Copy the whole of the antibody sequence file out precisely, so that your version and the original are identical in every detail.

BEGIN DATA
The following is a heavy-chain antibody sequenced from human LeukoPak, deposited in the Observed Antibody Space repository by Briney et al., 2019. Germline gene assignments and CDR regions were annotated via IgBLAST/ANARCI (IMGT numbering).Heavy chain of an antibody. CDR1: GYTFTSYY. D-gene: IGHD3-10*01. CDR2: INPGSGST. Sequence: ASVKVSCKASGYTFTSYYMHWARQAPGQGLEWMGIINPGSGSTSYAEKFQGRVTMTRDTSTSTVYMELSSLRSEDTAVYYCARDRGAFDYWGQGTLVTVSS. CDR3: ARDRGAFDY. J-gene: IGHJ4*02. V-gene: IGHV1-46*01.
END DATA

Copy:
The following is a heavy-chain antibody sequenced from human LeukoPak, deposited in the Observed Antibody Space repository by Briney et al., 2019. Germline gene assignments and CDR regions were annotated via IgBLAST/ANARCI (IMGT numbering).Heavy chain of an antibody. CDR1: GYTFTSYY. D-gene: IGHD3-10*01. CDR2: INPGSGST. Sequence: ASVKVSCKASGYTFTSYYMHWARQAPGQGLEWMGIINPGSGSTSYAEKFQGRVTMTRDTSTSTVYMELSSLRSEDTAVYYCARDRGAFDYWGQGTLVTVSS. CDR3: ARDRGAFDY. J-gene: IGHJ4*02. V-gene: IGHV1-46*01.